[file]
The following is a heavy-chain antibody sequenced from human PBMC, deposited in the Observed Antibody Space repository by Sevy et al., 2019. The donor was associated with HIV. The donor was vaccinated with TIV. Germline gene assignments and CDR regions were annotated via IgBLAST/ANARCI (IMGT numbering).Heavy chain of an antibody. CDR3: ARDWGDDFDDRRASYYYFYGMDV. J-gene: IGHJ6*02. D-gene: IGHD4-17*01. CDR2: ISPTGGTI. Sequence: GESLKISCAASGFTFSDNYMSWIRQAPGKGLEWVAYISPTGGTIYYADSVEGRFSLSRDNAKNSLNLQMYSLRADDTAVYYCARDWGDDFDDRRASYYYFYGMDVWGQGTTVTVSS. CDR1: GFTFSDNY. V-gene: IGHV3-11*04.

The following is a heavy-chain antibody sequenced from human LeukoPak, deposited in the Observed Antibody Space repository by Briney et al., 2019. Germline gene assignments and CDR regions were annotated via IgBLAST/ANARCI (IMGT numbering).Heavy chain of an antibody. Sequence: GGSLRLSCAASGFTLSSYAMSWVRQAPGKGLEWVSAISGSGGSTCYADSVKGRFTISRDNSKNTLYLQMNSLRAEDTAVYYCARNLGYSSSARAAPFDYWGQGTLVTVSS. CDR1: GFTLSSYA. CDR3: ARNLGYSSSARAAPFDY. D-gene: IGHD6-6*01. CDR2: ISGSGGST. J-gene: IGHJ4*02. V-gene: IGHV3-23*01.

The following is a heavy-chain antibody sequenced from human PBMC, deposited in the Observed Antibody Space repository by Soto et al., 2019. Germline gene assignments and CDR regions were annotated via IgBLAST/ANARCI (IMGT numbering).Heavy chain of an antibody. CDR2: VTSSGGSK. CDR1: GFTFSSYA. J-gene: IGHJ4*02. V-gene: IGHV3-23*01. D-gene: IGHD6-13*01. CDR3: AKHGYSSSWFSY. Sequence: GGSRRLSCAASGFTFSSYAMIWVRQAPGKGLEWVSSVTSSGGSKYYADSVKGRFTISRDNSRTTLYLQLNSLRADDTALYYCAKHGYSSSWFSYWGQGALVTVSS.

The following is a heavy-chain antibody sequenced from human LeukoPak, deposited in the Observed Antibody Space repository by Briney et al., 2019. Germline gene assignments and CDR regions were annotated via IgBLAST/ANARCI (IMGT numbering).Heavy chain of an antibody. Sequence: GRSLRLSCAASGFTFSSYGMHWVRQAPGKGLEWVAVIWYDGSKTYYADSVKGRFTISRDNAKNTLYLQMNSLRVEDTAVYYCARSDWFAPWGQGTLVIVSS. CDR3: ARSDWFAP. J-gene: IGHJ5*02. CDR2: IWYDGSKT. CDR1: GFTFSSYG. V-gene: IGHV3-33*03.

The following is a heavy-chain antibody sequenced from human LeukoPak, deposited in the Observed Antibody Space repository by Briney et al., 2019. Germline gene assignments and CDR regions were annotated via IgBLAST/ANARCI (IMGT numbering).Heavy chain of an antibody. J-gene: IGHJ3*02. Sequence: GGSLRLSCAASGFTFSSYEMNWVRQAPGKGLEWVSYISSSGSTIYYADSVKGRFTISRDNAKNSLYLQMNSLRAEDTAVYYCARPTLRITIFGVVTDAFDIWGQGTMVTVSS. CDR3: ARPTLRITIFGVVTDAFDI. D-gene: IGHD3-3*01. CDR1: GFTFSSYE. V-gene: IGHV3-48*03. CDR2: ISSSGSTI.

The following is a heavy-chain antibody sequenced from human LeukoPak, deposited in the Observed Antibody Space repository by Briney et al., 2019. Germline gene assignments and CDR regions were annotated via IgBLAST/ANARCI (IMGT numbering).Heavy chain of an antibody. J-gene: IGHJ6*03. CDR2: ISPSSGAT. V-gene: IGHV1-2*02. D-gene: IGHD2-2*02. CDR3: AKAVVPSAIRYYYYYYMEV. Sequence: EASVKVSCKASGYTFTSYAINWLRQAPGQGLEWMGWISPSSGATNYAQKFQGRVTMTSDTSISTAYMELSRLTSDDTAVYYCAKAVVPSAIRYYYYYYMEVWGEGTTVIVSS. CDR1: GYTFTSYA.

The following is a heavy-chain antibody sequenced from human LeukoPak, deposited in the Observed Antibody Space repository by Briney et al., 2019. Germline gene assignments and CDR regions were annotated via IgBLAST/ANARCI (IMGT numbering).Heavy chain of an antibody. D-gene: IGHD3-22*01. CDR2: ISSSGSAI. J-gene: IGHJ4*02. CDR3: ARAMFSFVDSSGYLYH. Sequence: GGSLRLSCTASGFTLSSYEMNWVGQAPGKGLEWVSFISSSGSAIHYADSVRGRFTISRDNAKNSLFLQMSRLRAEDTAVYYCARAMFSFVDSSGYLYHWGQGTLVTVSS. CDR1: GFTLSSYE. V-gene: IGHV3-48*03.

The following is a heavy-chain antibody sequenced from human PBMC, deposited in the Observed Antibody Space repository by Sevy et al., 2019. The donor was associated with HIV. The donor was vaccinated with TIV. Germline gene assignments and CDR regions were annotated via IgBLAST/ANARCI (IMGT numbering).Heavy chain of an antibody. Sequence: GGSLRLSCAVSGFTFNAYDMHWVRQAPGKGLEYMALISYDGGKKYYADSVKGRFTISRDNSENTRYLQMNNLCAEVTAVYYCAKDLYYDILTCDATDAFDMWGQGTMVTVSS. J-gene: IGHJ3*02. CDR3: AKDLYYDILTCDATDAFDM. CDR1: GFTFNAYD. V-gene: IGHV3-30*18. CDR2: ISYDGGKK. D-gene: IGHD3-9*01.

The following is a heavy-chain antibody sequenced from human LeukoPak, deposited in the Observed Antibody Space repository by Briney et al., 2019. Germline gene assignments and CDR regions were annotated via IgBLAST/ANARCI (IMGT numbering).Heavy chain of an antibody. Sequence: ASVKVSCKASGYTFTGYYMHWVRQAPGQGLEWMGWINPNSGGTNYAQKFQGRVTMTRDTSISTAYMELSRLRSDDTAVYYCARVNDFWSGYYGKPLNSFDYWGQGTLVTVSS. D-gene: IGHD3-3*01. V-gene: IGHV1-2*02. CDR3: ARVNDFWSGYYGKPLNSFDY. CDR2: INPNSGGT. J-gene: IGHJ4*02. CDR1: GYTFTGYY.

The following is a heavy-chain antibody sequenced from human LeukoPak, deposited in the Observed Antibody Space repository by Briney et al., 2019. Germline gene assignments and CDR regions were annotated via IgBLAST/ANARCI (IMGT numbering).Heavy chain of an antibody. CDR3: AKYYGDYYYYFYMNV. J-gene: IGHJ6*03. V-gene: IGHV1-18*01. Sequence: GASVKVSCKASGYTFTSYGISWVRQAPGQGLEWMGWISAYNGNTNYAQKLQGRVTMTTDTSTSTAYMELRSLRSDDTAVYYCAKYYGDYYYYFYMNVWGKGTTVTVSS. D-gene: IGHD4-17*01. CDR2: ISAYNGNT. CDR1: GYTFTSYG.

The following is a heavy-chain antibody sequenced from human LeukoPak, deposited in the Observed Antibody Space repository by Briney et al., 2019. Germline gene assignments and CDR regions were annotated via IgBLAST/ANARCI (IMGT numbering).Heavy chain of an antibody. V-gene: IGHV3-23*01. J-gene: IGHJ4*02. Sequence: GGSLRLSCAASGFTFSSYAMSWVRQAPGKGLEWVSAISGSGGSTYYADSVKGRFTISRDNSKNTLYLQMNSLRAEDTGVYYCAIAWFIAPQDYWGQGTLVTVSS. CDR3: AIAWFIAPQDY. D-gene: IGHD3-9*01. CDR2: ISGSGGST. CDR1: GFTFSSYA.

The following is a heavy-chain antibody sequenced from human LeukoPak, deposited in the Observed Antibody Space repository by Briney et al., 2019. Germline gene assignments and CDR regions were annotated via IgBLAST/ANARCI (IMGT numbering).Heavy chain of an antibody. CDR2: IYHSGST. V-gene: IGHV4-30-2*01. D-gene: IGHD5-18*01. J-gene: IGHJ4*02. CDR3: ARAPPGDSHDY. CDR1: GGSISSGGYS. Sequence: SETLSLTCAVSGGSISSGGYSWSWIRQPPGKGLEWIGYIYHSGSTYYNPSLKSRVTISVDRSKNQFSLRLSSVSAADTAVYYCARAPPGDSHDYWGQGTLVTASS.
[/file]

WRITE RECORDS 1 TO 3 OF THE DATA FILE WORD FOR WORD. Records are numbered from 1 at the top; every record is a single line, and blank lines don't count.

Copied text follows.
The following is a heavy-chain antibody sequenced from human PBMC, deposited in the Observed Antibody Space repository by Sevy et al., 2019. The donor was associated with HIV. The donor was vaccinated with TIV. Germline gene assignments and CDR regions were annotated via IgBLAST/ANARCI (IMGT numbering).Heavy chain of an antibody. CDR3: ARDWGDDFDDRRASYYYFYGMDV. J-gene: IGHJ6*02. D-gene: IGHD4-17*01. CDR2: ISPTGGTI. Sequence: GESLKISCAASGFTFSDNYMSWIRQAPGKGLEWVAYISPTGGTIYYADSVEGRFSLSRDNAKNSLNLQMYSLRADDTAVYYCARDWGDDFDDRRASYYYFYGMDVWGQGTTVTVSS. CDR1: GFTFSDNY. V-gene: IGHV3-11*04.

The following is a heavy-chain antibody sequenced from human LeukoPak, deposited in the Observed Antibody Space repository by Briney et al., 2019. Germline gene assignments and CDR regions were annotated via IgBLAST/ANARCI (IMGT numbering).Heavy chain of an antibody. Sequence: GGSLRLSCAASGFTLSSYAMSWVRQAPGKGLEWVSAISGSGGSTCYADSVKGRFTISRDNSKNTLYLQMNSLRAEDTAVYYCARNLGYSSSARAAPFDYWGQGTLVTVSS. CDR1: GFTLSSYA. CDR3: ARNLGYSSSARAAPFDY. D-gene: IGHD6-6*01. CDR2: ISGSGGST. J-gene: IGHJ4*02. V-gene: IGHV3-23*01.

The following is a heavy-chain antibody sequenced from human PBMC, deposited in the Observed Antibody Space repository by Soto et al., 2019. Germline gene assignments and CDR regions were annotated via IgBLAST/ANARCI (IMGT numbering).Heavy chain of an antibody. CDR2: VTSSGGSK. CDR1: GFTFSSYA. J-gene: IGHJ4*02. V-gene: IGHV3-23*01. D-gene: IGHD6-13*01. CDR3: AKHGYSSSWFSY. Sequence: GGSRRLSCAASGFTFSSYAMIWVRQAPGKGLEWVSSVTSSGGSKYYADSVKGRFTISRDNSRTTLYLQLNSLRADDTALYYCAKHGYSSSWFSYWGQGALVTVSS.